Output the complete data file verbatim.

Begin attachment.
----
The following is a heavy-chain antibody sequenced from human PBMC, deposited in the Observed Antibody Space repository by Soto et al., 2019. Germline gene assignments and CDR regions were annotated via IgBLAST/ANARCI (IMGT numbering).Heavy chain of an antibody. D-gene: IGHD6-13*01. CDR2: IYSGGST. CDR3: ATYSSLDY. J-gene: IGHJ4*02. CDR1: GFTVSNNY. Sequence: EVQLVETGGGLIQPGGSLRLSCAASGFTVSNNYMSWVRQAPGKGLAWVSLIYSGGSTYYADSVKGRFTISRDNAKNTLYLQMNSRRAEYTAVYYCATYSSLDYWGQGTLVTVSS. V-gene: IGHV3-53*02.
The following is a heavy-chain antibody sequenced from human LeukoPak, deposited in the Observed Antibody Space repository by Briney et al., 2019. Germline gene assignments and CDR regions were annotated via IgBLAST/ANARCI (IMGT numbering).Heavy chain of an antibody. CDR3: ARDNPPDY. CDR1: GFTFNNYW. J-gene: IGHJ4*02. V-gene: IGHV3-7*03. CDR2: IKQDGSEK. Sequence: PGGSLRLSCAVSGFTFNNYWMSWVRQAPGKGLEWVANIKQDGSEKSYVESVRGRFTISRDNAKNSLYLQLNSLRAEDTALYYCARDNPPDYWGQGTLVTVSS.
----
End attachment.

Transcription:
The following is a heavy-chain antibody sequenced from human PBMC, deposited in the Observed Antibody Space repository by Soto et al., 2019. Germline gene assignments and CDR regions were annotated via IgBLAST/ANARCI (IMGT numbering).Heavy chain of an antibody. D-gene: IGHD6-13*01. CDR2: IYSGGST. CDR3: ATYSSLDY. J-gene: IGHJ4*02. CDR1: GFTVSNNY. Sequence: EVQLVETGGGLIQPGGSLRLSCAASGFTVSNNYMSWVRQAPGKGLAWVSLIYSGGSTYYADSVKGRFTISRDNAKNTLYLQMNSRRAEYTAVYYCATYSSLDYWGQGTLVTVSS. V-gene: IGHV3-53*02.
The following is a heavy-chain antibody sequenced from human LeukoPak, deposited in the Observed Antibody Space repository by Briney et al., 2019. Germline gene assignments and CDR regions were annotated via IgBLAST/ANARCI (IMGT numbering).Heavy chain of an antibody. CDR3: ARDNPPDY. CDR1: GFTFNNYW. J-gene: IGHJ4*02. V-gene: IGHV3-7*03. CDR2: IKQDGSEK. Sequence: PGGSLRLSCAVSGFTFNNYWMSWVRQAPGKGLEWVANIKQDGSEKSYVESVRGRFTISRDNAKNSLYLQLNSLRAEDTALYYCARDNPPDYWGQGTLVTVSS.